Smith: $5 million?
Smith: Gee, I dunno, that sounds pretty expensive for Tru-Coat.
Shapiro: Maybe so -- but see, if Joe doesn't get Tru-Coat, he'll get oxidation problems. And if that happens, he'll have to consider driving his car in a warmer climate -- say, New York or Boston, if you know what I mean. And Joe filing for free agency will cost you a whole lot more than this here Tru-Coat.
Smith: Well, I'll have to run it past Mr. Pohlad and see what he says.
[Smith leaves the office briefly. He walks across the hall to the general manager's suite overlooking the field, where he sees Yankees GM Brian Cashman and several nihilists dressed in black, pinstriped bodysuits urinating on an oriental rug.]
Smith: Hey! That rug really tied the whole ballpark together!
[Cashman laughs, and tosses Smith a mock "Yankees 2011 world champions" picture with Joe Photoshopped into the team. Dejected, Smith walks back across the hall and re-enters his office. He sits at his desk and addresses Shapiro.]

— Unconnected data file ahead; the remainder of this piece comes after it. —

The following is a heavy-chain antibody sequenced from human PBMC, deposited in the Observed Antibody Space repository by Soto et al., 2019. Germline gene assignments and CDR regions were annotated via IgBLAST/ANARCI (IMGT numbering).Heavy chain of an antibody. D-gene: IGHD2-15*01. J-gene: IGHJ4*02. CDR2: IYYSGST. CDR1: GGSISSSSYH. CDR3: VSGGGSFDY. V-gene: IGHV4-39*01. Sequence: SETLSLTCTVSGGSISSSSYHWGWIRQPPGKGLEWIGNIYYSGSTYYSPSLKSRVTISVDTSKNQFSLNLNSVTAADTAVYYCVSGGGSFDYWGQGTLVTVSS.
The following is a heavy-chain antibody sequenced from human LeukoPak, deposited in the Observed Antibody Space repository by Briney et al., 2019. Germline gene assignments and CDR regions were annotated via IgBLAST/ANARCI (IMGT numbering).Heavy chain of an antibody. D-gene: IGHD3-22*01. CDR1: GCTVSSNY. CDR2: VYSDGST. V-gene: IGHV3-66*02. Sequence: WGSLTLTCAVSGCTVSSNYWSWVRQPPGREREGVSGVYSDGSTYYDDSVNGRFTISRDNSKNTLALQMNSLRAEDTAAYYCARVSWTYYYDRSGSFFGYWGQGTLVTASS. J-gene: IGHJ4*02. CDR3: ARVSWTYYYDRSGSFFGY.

Smith: Well, Pohlad's never done this before -- but seeing as it's a special circumstance and all, he says I can offer Joe another $200 for the Tru-Coat. But that's a one-time thing -- not an annual deal. And I don't think he'll go for the $125 million thing, either.
[Shapiro shakes his head in disbelief and gets up to leave.]
Shapiro: Billy, you're out of your element.
[After Shapiro exits, Smith repeatedly bangs his head on his desk in frustration.]
Smith: Where am I going to get $125 million for Joe? I can hardly afford Nick Punto.
[Cut to Hubert's Bar across from the Metrodome]
[Smith is sitting at a table across from two men. The first man, Karl, is skinny and kind of funny-looking. His Nordic partner, Gaear, is bigger and expressionless.]
Karl: I don't get this deal. You want us to kidnap Joe Mauer and ransom him back to you for $160 million so you can re-sign him for $125 million? It doesn't make sense.